Remember the beginning of Mark’s Gospel? The beginning of the good news about Jesus the Messiah, the Son of God.

This angelic news is just the beginning for Mark’s women, and for us. They have yet to see the resurrected Jesus – and so have we. We are still to live in the present age, the now of pain, fear and bewilderment.

Of course we know Jesus rose from the dead. We can quite easily marshal sufficient evidence to demonstrate without a doubt that Jesus really did rise from the dead. I am 100% certain that there was a genuine, bodily resurrection from a corpse to a living, transformed person. I will argue the necessity of such information. It is a very important apologetic for the defence of faith.

But if we only concentrate on the cold factuality of the resurrection, we run the risk of missing the potential of the transcendence. Because the transcendence cannot be seen in the empty tomb or the angel’s presence alone. The transcendence consists in the promise of all that the resurrection holds for our future, and even for the future of the cosmos. The factual argument looks back; the promise looks forward.

Paul (Romans 8) says that the whole of creation is groaning, waiting for the liberation from its bondage to decay; we, too, he says, are groaning in anticipation of the glorious future which awaits us because of the resurrection of Jesus Christ. Alan Lewis wrote:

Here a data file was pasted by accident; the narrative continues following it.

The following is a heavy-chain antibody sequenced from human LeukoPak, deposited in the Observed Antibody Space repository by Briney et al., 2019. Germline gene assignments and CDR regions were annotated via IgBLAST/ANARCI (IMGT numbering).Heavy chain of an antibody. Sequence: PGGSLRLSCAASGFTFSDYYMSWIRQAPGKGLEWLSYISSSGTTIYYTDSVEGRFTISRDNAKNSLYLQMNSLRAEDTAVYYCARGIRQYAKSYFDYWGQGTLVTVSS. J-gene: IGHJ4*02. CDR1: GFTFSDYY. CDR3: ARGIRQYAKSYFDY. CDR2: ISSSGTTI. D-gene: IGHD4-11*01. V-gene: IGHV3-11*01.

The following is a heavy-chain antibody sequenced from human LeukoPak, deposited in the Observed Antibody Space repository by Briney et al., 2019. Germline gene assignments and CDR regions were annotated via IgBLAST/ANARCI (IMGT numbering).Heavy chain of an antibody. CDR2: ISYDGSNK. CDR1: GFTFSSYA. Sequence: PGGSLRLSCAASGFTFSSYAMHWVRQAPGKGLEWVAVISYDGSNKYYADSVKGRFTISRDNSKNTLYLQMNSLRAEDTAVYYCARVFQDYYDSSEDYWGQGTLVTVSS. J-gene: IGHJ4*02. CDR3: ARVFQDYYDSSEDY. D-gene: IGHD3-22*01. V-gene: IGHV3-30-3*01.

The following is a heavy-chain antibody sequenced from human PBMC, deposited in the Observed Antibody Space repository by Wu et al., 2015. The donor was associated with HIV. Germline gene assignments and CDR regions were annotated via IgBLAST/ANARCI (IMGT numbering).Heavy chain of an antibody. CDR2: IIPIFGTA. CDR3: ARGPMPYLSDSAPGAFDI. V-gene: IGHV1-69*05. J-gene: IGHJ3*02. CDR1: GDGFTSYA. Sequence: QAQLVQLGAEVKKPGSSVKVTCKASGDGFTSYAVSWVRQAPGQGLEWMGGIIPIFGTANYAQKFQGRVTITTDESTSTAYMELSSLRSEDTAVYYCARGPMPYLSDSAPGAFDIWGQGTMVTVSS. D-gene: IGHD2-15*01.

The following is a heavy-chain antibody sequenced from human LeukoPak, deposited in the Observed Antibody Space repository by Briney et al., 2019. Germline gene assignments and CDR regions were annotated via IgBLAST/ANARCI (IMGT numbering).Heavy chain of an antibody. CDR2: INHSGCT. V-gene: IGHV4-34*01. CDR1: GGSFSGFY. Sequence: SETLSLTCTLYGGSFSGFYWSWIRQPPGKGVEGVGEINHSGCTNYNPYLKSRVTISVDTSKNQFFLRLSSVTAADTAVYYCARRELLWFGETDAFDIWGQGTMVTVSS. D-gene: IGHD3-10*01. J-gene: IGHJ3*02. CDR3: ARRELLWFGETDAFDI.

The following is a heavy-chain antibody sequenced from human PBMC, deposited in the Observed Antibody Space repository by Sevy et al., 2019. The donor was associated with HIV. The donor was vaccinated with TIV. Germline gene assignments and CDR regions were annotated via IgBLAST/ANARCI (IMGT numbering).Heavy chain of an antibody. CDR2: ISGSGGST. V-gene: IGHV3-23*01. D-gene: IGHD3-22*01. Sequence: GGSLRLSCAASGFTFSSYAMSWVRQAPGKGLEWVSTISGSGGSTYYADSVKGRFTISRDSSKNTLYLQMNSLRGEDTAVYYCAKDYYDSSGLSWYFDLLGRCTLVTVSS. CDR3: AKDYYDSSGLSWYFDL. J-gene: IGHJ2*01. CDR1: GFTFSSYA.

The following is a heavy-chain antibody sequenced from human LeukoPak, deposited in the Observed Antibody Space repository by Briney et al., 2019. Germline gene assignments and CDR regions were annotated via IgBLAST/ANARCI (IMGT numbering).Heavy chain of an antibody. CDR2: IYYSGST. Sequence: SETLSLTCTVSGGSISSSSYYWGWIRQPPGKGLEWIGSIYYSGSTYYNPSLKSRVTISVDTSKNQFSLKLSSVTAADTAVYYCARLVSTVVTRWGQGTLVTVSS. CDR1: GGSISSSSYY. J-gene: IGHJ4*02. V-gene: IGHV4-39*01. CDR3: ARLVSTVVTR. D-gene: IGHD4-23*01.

The light which shone on the third day, at the new creation’s daybreak, casts its rays forward toward the end of days, when it will burn away every form of evil, fully banish darkness, and allow the whole of heaven and earth to enjoy with Christ the tearless, deathless freedom of cosmic redemption.[1]

Although you and I live this side of the resurrection, we are in fact living as Mark’s women were living. They had heard the news, but had not seen the risen Lord. They were told of the Joy, but had still to live in the world of terror and pain. In the meantime, they had to trust the word, as we do: You will see him, just as he told you.

But unlike the disciples and the women in Mark’s Gospel, we have read the end of the book! We live surrounded by death and suffering, but knowing the promise of life, joy, love and peace. Our bodily lives are lived in frailty, but we live our spiritual lives in the certainty of His life. It is no longer I who lives, but Christ, who lives in me.

Regardless of the darkness by which we might be surrounded at this particular moment of time, or place of geography, we have an obligation (Rom. 8:12) to live our lives in positive affirmation of the resurrection of Jesus Christ which guarantees that all will finally be redeemed. The Eucharist is our celebration of that affirmation.

That Joy will overcome Despair. That Light will overcome Darkness. That Life will overcome Death. That the Struggle and the Suffering are worth the Reward. That the Son of God, the Messiah, is with us, is for us, and nothing can separate us from his love. That the Gospel which began with such promise, will end in the Great Wedding Banquet, as the Heavenly Bridegroom welcomes the Bride to his eternal Home.

[1] Alan E. Lewis, Between Cross and Resurrection: A Theology of Holy Saturday (Grand Rapids, MI: Wm. B. Eerdmans, 2001), 74.